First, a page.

In this bright new year, it feels right to read about journeys. Pilgrimages, whatever that means. So I finally cracked Solo: Writers on Pilgrimage.
To Margaret Atwood, it means traveling through literary and scientific history to Baffin Bay. To Katherine Govier, it means journeying to a remote mountain in Japan where The Book of Five Rings was penned by swordmaster Miyamoto Mushashi.
I could write them all out, but I’ll stop here. They are so genuine to each person, some written specifically for this collection and with its idea of “pilgrimage” in mind. And others have been reprinted for their tangential, yet illuminating representations of a pilgrimage-like journey.
I’m not traveling at this point in my life. Not in a physical way at least. If anything, I’ve just returned from two weeks for Christmas in the States. I have ideas of physical journeys for next year, dreams of great journeys for 2017 and years beyond.
And yet now I decide to read about these travel essays.
I was “suppposed” to read this book on Mount Fuji. I bought it for $1 at a Toronto Public Library and thought, “This book is about adventures, life-changing spiritual ones, by writers: it’s perfect for my big adventure.”
Plus, I bought it on a whim for a loonie. Who cares if it gets ripped up and ruined?
Little did I know the rain and the despair of not reaching the summit would practically ruin the book. I couldn’t open it on the mountain and I halfheartedly placed it open on the window sill in our Kyoto hotel, ready to leave it for dead.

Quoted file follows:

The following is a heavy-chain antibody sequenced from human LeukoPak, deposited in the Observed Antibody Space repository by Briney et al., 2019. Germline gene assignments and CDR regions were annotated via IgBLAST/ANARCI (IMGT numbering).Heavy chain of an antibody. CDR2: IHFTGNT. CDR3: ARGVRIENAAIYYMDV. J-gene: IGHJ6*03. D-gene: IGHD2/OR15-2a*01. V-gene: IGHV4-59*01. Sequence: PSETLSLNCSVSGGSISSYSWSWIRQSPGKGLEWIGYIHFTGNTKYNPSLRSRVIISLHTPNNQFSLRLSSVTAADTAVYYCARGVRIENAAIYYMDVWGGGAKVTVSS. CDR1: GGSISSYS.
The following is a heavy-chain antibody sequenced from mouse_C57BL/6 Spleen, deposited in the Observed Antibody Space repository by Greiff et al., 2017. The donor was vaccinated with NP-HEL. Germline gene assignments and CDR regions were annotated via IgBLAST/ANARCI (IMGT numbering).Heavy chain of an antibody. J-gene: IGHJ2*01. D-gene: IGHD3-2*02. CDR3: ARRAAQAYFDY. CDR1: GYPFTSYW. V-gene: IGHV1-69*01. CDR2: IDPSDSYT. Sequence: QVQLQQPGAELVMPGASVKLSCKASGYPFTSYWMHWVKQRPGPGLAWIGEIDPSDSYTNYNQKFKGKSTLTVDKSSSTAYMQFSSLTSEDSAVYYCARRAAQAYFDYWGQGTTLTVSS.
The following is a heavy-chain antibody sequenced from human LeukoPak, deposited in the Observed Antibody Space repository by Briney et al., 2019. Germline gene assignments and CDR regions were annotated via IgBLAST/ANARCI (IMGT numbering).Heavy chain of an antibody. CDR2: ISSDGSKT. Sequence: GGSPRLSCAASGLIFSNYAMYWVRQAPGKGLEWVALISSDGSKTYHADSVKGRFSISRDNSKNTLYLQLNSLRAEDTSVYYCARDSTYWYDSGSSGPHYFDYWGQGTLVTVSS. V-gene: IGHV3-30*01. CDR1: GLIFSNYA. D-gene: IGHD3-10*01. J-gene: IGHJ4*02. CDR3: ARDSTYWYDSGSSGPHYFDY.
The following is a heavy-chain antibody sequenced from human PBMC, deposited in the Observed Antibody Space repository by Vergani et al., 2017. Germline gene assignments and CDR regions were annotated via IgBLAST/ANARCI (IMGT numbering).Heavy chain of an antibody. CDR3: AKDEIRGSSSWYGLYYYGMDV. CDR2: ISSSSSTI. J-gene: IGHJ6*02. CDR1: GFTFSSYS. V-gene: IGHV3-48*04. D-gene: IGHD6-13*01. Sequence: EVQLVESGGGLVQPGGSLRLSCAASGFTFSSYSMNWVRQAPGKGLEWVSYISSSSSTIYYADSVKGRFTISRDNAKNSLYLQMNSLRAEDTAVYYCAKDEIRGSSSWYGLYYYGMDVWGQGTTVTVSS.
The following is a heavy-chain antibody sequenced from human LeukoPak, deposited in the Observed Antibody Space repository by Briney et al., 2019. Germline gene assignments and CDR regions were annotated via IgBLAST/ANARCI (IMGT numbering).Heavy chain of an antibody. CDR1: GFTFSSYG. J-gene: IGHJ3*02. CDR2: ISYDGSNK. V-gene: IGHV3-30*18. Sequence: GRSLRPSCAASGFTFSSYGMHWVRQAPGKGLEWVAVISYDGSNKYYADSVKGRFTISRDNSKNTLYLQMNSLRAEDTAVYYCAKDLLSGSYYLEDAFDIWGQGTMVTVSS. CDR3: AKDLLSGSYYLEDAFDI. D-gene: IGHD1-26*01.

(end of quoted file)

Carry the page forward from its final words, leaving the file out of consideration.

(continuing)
And yet by the time we left, it had dried.
Sure it has some battle scars. So do I.
Somehow, that’s made us perfect for each other.
I’m still dreaming of travel and there is a part of me wanderlusting and logging each and every destination I read about. When do I get to leave Toronto and venture out again?
But now that the snow has (finally) started outside, I don’t mind traveling on the page. I’ve got too many projects here in Toronto to see through first. I was lucky enough to travel to Asia this fall.
And life is leading me now to build firmer roots where I am right now. That’s my path: to build on the many pilgrimages I’ve taken in the past two years and learn what they mean for me in this place, right now.
Thanks for fueling my internal pilgrimage, Katherine Govier, Margaret Atwood, Michael Collins, Nuruddin Farah, Mark Kulasky, Kate Grenville, Ivan Klima, Joy Kogawa, Wendy Law-Yone, Vijay Nambisan, Nino Ricci, Gail Singer, Doug Coupland, Roddy Doyle, and Andrew Greig.